Skip to page content

About this Piece

Richard Wagner’s four-part, 15-hour operatic cycle Der Ring des Nibelungen (The Ring of the Nibelung) represents the culmination of his ideas about theater and music. Wagner (1813-1833) conceived The Ring as a festival event, something to be spread over four days. The cycle was first performed complete in August 1876 in a specially constructed theater in the German town of Bayreuth, which continues to hold an annual summer festival devoted to the composer’s works. A special “festival theater” was built for The Ring so that every spectator would have a good view of the performance. The orchestra was placed in a pit concealed from the audience’s view, and, for the first time in western theater, the auditorium was kept dark, so that all eyes were focused on the illuminated stage.

Musically, Wagner created his most elaborate system of leading motives (Leitmotiven)–musical subjects associated with a character, an object, or an emotion-–for The Ring. These motives develop over the course of the four operas, reflecting with revealing accuracy the drama and the changing relationships in it. The final act of Götterdämmerung (Twilight of the Gods) , the last opera in the cycle, contains Wagner’s most elaborate use of Leitmotiv.

The Ring cycle centers around a magic ring forged from gold stolen from the Rhine by the Nibelung Alberich. When Wotan, the king of the gods, takes the ring from Alberich, the Nibelung curses it so that anyone who wears it will die. The first victim is Fafner, who receives the ring as payment for building Wotan’s castle Valhalla. Fafner takes the form of a dragon and Siegfried slays him, winning the ring. In Götterdämmerung, the curse claims Siegfried when Hagen, Alberich’s son, kills the hero by plunging a spear into his back.

Siegfried’s Funeral Music accompanies a nighttime procession as the vassals carry the fallen hero’s body through the forest to a summit flooded in moonlight. Two musical ideas give the march its tragic grandeur – a two-note rhythmic tag played on the timpani at the beginning of the march, and the rumbling theme subsequently introduced by violas and cellos. The motive which follows, played first by brass then by winds, is associated with the tragic fate of the Volsung race, of which Siegfried was the last.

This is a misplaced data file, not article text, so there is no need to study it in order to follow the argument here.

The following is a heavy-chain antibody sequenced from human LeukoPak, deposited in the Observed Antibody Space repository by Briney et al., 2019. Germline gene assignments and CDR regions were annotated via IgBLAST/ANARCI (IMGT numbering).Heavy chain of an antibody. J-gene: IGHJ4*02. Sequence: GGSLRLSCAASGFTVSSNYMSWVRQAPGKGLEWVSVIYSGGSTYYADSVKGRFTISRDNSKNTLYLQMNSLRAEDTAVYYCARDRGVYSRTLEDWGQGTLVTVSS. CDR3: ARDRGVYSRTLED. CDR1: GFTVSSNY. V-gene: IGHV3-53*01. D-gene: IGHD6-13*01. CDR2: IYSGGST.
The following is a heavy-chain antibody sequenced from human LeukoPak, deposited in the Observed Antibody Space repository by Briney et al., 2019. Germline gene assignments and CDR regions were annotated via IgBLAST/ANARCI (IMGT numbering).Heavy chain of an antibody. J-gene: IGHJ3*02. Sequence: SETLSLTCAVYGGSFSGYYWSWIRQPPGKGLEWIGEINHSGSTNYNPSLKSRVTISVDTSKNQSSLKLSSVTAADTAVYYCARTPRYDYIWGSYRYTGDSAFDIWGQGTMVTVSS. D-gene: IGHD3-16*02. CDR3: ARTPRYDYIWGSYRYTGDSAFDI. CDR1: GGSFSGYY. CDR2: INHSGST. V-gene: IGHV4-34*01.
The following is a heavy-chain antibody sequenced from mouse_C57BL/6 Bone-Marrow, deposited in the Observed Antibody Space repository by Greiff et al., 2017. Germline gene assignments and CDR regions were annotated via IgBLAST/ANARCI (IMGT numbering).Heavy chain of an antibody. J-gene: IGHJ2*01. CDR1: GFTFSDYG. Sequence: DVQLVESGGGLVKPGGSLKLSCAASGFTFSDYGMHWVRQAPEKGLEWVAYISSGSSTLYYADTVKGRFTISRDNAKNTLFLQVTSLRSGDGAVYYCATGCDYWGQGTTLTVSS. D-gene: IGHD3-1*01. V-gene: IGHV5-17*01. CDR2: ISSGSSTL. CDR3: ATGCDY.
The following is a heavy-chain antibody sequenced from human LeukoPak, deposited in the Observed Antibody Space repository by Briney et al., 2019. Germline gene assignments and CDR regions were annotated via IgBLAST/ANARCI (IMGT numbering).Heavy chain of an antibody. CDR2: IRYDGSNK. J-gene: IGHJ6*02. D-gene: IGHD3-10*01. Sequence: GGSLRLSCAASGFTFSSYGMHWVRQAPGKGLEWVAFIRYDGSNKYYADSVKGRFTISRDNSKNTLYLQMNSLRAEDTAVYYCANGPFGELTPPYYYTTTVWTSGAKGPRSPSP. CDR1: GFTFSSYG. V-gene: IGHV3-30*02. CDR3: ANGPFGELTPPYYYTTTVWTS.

The trumpet introduces another motive central to Siegfried’s character, the sword motive, and this is crowned by a fortissimo restatement of the two-note rhythmic tag by the full orchestra, including cymbals. This is followed by Siegfried’s motive played by the brass. The final motive associated with his character is his horn call, played by the full brass during the major-key central climax of the Funeral Music.

As the opera closes, Brünnhilde has ordered Siegfried’s body placed on a funeral pyre. She has taken the ring and wears it on her finger. Knowing that it can only be freed of the curse by fire, she mounts her horse and rides into the flames. The Rhine floods its banks, engulfing the pyre and reclaiming the ring. In the distance, a radiant vision of Valhalla filled with gods and goddesses appears in the sky and it too is suddenly swallowed by flames.

In the closing orchestral torrent that accompanies these events, Wagner revisits motives heard throughout the cycle. One motive played by the strings dominates the conclusion; the composer described it as “the glorification of Brünnhilde.” Her actions bring the cycle of events to a close, reconciling nature (the Rhine) and man (the ring) by returning the stolen gold to the river.

-- John Mangum is a Ph.D. candidate in history at UCLA studying 18th- and early 19th-century German opera.



Length: 13 minutes

Orchestration: piccolo, 3 flutes, 3 oboes, English horn, 3 clarinets, bass clarinet, 3 bassoons, 8 horns (5th and 6th = tenor Wagner tubas, 7th = bass Wagner tuba), 3 trumpets, 4 trombones, bass trombone, tuba, 2 timpani, percussion (cymbals, tenor drum, triangle), 6 harps, and strings.

First Los Angeles Philharmonic performance: December 17, 1920, Walter Henry Rothwell conducting.